InternetNZ (Internet New Zealand Inc) today calls for a wider discussion on how to secure the Ultra Fast Broadband (UFB) rollout given recent controversy around copper broadband pricing issues.
Late last year, the Commerce Commission issued a draft determination that would reduce the price that wholesaler Chorus could charge for copper. Subsequently, the Prime Minister made comments linking the cuts to price with the implications it might have on the financial viability of the UFB rollout.
Fibre broadband is more expensive than copper and the Government and Chorus are concerned that reducing the copper price could stymie the uptake of fibre.
InternetNZ Spokesperson Susan Chalmers says the copper / fibre conundrum is one of the most challenging telecommunications regulatory issues ever to face the country.
“The problem lies in rolling out a $5bn fibre network with only $1.5bn available. In addition, that fibre network must compete with a legacy copper network that is already cheaper than its faster counterpart. The December 2012 decisions would make copper even cheaper” she says.
“The reason for the price drop is the legislative requirement to base copper broadband prices on their costs. This was passed into law in 2011 as part of the deal separating Telecom and Chorus. It always pointed to lower copper prices.
“An open acknowledgement of the challenge that low copper prices causes for UFB has now happened: Chorus could not have been clearer. The question now is what comes next? Given the alleged contradiction between low copper prices and successful UFB rollout, what is to be done?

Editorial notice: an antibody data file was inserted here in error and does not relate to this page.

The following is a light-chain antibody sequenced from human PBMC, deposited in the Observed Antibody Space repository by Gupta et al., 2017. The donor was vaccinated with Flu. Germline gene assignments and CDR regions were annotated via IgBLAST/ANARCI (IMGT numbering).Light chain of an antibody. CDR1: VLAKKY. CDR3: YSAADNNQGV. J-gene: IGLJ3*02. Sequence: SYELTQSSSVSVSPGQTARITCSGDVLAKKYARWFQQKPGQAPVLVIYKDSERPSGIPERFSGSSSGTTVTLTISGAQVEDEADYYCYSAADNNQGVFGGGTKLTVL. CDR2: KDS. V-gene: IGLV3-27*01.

“InternetNZ has always supported open policy processes. When the UFB deal was put together, of necessity it had to be under conditions of commercial secrecy and confidentiality. This, inevitably, meant a lack of consultation and industry engagement. Now we are beyond that period. It is time for an open debate. The UFB is a critical investment in New Zealand’s future. The Government, industry and consumers need to test the truth of Chorus’s claims that cost-based copper prices put the UFB at risk. All parties need to share their ideas about how to make the UFB work,” says Chalmers.
“InternetNZ is willing to assist with convening a roundtable discussion that takes a fresh look at the issues, if that would be helpful. We will write to ICT Minister Amy Adams today proposing such a discussion,” she says.
“InternetNZ appreciates the complexity of the problem. Chorus’ desire to retain a high copper price is one possible solution, but only 75 percent of the country will benefit from fibre. The remaining 25 percent will be left paying higher copper prices than they otherwise would have.
“InternetNZ wants the UFB rollout to succeed. We are not convinced that basing copper prices on cost precludes that outcome. Chorus obviously takes a different view. A discussion is therefore required.
“Whatever comes next, New Zealand needs to protect the independence of the Commerce Commission as independent regulator of the industry. The Commission didn’t create this problem – it is simply applying the law. The debate about how to make UFB work has to be had, and the evidence behind Chorus’s claims that cost-based copper prices undermine the UFB needs to be aired – and tested – in public,” says Chalmers.